By KATIE HAFNER SAN FRANCISCO, Sept. 13 — The ambitious founders of Google, the popular search engine company, have set up a philanthropy, giving it seed money of about $1 billion and a mandate to tackle poverty, disease and global warming.
But unlike most charities, this one will be for-profit, allowing it to fund start-up companies, form partnerships with venture capitalists and even lobby Congress. It will also pay taxes.
One of its maiden projects reflects the philanthropy’s nontraditional approach. According to people briefed on the program, the organization, called Google.org, plans to develop an ultra-fuel-efficient plug-in hybrid car engine that runs on ethanol, electricity and gasoline.
The philanthropy is consulting with hybrid-engine scientists and automakers, and has arranged for the purchase of a small fleet of cars with plans to convert the engines so that their gas mileage exceeds 100 miles per gallon. The goal of the project is to reduce dependence on oil while alleviating the effects of global warming.
Google.org is drawing skeptics for both its structure and its ambitions. It is a slingshot compared with the artillery of charities established by older captains of industry. Its financing pales next to the tens of billions that the Bill and Melinda Gates Foundation will have at its disposal, especially with the coming infusion of some $3 billion a year from Warren E. Buffett, the founder of Berkshire Hathaway.
But Google’s philanthropic work is coming early in the company’s lifetime. Microsoft was 25 years old before Bill Gates set up his foundation, which is a tax-exempt organization and separate from Microsoft.
By choosing for-profit status, Google will have to pay taxes if company shares are sold at a profit — or if corporate earnings are used — to finance Google.org. Any resulting venture that shows a profit will also have to pay taxes. Shareholders may not like the fact that the Google.org tax forms will not be made public, but kept private as part of the tax filings of the parent, Google Inc.
Google’s founders, Larry Page and Sergey Brin, believe for-profit status will greatly increase their philanthropy’s range and flexibility. It could, for example, form a company to sell the converted cars, finance that company in partnership with venture capitalists, and even hire a lobbyist to pressure Congress to pass legislation granting a tax credit to consumers who buy the cars.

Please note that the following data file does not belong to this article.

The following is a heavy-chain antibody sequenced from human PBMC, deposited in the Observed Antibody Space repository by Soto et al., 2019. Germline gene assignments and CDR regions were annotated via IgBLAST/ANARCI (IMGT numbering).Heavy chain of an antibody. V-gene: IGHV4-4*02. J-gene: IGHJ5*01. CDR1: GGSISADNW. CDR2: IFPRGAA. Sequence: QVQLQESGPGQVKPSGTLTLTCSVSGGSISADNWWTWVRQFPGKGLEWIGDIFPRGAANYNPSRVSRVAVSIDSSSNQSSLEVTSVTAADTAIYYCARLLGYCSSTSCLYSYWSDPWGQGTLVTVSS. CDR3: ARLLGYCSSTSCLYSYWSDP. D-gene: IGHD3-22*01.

The executive director whom Mr. Page and Mr. Brin have hired, Dr. Larry Brilliant, is every bit as iconoclastic as Google’s philanthropic arm. Dr. Brilliant, a 61-year-old physician and public health expert, has studied under a Hindu guru in a monastery at the foothills of the Himalayas and worked as a Silicon Valley entrepreneur.
In one project, which Dr. Brilliant brought with him to the job, Google.org will try to develop a system to detect disease outbreaks early.
Dr. Brilliant likens the traditional structure of corporate foundations to a musician confined to playing only the high register on a piano. “Google.org can play on the entire keyboard,” Dr. Brilliant said in an interview. “It can start companies, build industries, pay consultants, lobby, give money to individuals and make a profit.”
While declining to comment on the car project specifically, Dr. Brilliant said he would hope to see such ventures make a profit. “But if they didn’t, we wouldn’t care,” he said. “We’re not doing it for the profit. And if we didn’t get our capital back, so what? The emphasis is on social returns, not economic returns.”
Development of ultra-high-mileage cars is under way at a number of companies, from Toyota to tiny start-ups. Making an engine that uses E85 — a mixture of 85 percent ethanol and 15 percent gasoline — is not difficult, but the lack of availability of the fuel presents a challenge, said Brett Smith, a senior industry analyst at the Center for Automotive Research in Ann Arbor, Mich.
Another barrier, Mr. Smith said, lies in the batteries for so-called plug-in hybrids, which require more powerful batteries that charge more quickly than the current generation of hybrid batteries.
There are skeptics, too, among tax lawyers and other pragmatists familiar with the world of philanthropy. They wonder whether Google’s directors might be tempted to take back some of the largess in an economic downturn.
“The money is at the beck and call of the board of directors and shareholders,” said Marcus S. Owens, a tax lawyer in Washington who spent a decade as director of the exempt organizations division of the Internal Revenue Service. “It’s possible the shareholders of Google might someday object, especially if we go into an economic depression and that money is needed to shore up the company.”
And there is the question of how many of the planet’s problems can truly be addressed by a single corporate entity.
But even while expressing reservations about Google’s approach, Mr. Owens said that the structure of Google.org “eliminates all the constraints that might otherwise apply.”
The only conventional part of Google.org is the Google Foundation, a nonprofit with an endowment of $90 million that is constrained in how it spends by the 501(c)(3) section of the Internal Revenue Service code.